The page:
Thursday, May 14, 2009

IEEE Project 2030 for Smart Grids

IEEE announced the other day an additional smart grid initiative for the power engineering, communications and information technology industries: IEEE 2030 "Guide for Smart Grid Interoperability of Energy Technology and Information Technology Operation with the Electric Power System (EPS) and End-Use Applications and Loads".

Intel will host the first P2030 meeting, open to individuals and organizations interested in smart grids, at its headquarters in Santa Clara, CA, June 3-5, 2009.

Click HERE for more information.

“Intel is honored to host the first meeting of the IEEE P2030 Committee, because the time to take action on smart grids is now,” said Lorie Wigle, general manager of Intel’s Eco-Technology Program Office. “To accelerate deployment of a smart energy infrastructure, the industry must work toward interoperability and the creation of standards. Intel’s Open Energy Initiative is committed to supporting the development of open standards that will empower energy consumers and drive rapid integration of renewable energy sources, smart buildings, electric vehicles and other intelligent systems.” Source: IEEE Website.

What does "smart" or "intelligent" mean in the context of the electric power delivery system?

I guess we can state that "smart" and "intelligent" are synonyms in this context. The FreeDictionary states the following:

"smart: Characterized by sharp quick thought; bright. See Synonyms at intelligent: second definition below.

intelligent (Adjectiv):

1. having or showing intelligence: an intelligent child, an intelligent guess

2. (of a computerized device) able to initiate or modify action in the light of ongoing events"

The second definition can be applied to the power automation system IEDs (Intelligent Electronic Devices). These IEDs consume information received from other IEDs or the process input, process the information based on algorithms and settings, and generate information for other IEDs or the process output.

Information needs to be defined (information models, example: IEC 61850-7-4, IEC 61400-25-2, ...) and communicated (information flow, example: IEC 61850-7-2, 8-1, IEC 61400-25-4). The information flow needs to be configured (Example: IEC 61850-6).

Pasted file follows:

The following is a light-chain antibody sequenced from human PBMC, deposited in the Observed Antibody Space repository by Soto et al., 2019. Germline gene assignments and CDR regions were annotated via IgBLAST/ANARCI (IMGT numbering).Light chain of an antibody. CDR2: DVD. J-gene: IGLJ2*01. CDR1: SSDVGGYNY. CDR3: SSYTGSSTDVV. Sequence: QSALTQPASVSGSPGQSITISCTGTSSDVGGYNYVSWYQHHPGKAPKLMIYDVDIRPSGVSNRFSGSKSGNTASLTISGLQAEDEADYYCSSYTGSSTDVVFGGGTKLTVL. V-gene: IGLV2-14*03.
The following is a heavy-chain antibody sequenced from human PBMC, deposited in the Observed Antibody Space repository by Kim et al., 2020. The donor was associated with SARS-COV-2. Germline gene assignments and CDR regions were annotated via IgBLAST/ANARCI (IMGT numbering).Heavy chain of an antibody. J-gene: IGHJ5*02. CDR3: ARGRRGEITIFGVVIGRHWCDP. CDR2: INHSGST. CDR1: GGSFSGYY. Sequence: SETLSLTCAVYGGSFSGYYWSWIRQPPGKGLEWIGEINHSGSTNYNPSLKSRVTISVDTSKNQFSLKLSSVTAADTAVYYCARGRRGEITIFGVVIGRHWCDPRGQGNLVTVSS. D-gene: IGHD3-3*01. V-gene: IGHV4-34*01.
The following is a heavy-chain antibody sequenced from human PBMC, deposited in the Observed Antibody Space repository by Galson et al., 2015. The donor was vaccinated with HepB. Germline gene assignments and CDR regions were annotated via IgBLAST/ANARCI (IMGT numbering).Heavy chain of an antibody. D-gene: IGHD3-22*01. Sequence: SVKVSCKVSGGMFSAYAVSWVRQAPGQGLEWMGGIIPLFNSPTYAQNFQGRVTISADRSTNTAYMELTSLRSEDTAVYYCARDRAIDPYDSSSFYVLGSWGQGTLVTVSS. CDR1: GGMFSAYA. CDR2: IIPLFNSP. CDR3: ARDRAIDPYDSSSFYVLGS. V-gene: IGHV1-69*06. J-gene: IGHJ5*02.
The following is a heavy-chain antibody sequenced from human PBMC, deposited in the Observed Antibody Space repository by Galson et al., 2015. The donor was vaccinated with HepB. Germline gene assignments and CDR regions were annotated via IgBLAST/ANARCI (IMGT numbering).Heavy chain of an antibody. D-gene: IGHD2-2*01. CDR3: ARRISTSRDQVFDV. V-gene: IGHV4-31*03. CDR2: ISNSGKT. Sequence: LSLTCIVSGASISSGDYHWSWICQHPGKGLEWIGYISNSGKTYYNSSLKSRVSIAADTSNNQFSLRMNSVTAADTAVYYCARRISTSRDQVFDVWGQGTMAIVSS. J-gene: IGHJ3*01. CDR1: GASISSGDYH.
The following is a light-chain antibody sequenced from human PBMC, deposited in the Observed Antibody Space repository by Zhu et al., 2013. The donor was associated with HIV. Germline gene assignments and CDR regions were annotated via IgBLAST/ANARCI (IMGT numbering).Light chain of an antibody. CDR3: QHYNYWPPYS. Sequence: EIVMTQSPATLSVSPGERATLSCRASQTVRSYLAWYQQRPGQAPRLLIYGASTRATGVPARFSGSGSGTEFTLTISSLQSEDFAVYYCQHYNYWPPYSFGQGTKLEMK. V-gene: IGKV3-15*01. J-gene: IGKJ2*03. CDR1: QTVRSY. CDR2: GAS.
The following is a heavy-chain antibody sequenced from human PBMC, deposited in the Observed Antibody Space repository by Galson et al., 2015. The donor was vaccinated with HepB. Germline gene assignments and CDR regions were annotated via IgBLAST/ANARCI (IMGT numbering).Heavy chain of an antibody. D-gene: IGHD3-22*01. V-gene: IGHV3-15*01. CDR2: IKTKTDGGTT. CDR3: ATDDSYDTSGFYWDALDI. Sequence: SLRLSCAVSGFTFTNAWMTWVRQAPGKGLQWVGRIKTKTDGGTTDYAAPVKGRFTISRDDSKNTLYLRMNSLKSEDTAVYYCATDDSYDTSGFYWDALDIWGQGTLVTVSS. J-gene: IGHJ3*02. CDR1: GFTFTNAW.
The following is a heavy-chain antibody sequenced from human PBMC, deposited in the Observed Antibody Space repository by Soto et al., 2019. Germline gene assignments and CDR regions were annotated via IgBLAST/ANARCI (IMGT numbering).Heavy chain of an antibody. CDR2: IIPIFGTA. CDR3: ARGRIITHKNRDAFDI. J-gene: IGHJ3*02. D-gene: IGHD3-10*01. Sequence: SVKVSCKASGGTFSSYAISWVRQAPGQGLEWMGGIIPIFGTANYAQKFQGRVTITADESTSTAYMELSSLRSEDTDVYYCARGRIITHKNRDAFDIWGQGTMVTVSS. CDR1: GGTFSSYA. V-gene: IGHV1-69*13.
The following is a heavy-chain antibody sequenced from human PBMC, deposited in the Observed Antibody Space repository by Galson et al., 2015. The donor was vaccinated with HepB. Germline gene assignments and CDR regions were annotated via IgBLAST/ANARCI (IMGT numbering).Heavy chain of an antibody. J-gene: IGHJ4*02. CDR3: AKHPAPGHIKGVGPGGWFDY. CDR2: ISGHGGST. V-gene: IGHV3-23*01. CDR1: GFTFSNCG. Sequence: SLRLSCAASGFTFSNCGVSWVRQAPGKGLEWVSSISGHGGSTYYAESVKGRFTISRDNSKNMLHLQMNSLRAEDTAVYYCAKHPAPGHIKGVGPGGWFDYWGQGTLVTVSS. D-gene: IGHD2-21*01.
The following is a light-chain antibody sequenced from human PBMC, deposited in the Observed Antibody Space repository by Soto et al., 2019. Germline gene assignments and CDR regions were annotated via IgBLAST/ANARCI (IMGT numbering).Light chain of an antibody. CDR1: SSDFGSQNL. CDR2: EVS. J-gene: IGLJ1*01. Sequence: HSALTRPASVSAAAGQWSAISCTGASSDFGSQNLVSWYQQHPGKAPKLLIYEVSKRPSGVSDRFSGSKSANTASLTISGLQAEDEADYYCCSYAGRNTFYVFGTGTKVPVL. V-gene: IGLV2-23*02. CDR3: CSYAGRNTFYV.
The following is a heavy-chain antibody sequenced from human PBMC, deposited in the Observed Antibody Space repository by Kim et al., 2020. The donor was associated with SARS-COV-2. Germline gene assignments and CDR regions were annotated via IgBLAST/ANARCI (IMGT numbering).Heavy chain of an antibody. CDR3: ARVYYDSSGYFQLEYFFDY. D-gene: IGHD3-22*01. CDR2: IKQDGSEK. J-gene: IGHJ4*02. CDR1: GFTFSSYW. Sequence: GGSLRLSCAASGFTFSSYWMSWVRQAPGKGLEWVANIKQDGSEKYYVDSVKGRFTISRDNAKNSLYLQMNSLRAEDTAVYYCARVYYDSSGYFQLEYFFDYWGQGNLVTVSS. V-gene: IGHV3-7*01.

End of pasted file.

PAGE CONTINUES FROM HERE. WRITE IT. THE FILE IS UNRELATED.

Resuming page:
IEC 61850 and IEC 61400-25 are standards that provide crucial features of intelligent devices used to build smart grids - developed by SMART people!! Data and information in the hands of smart human beings make a system smart! The algorithms and settings may be defined using the "Function Block" standard IEC 61499. Click HERE to learn more about IEC 61499.

Before we can develop Smart Grids, we need smart (or intelligent and well experienced) PEOPLE. Click HERE to learn more about Peopleware (i.e., about you and me).

1 comment:

Harald said...

The IEDs are also "information managing devices" providing crucial information being used by humans in order to make important decision.
Therefore it is important that the QUALITY of the information is high, i.e., the information is accurate, timeliness and authentic.

Historical information stored in the IEDs can document how things developed (according to concession, faulty situation, etc.). Real-time or close to real-time information with high quality may be used for momentary operational (or market related) decisions. The IEDs could have all this information to be communicated according to the needs defined by the users (human or other applications). Smart humans and intelligent devices, and the sustainable interoperability between IEDs (in a multi vendor environment) and between humans and IEDs are the crucial prerequisites for the future power delivery system.

Sustainable interoperability should be implemented by standards like IEC 60870-5-10x, IEC 61850, IEC 61400-25, IEC 61968.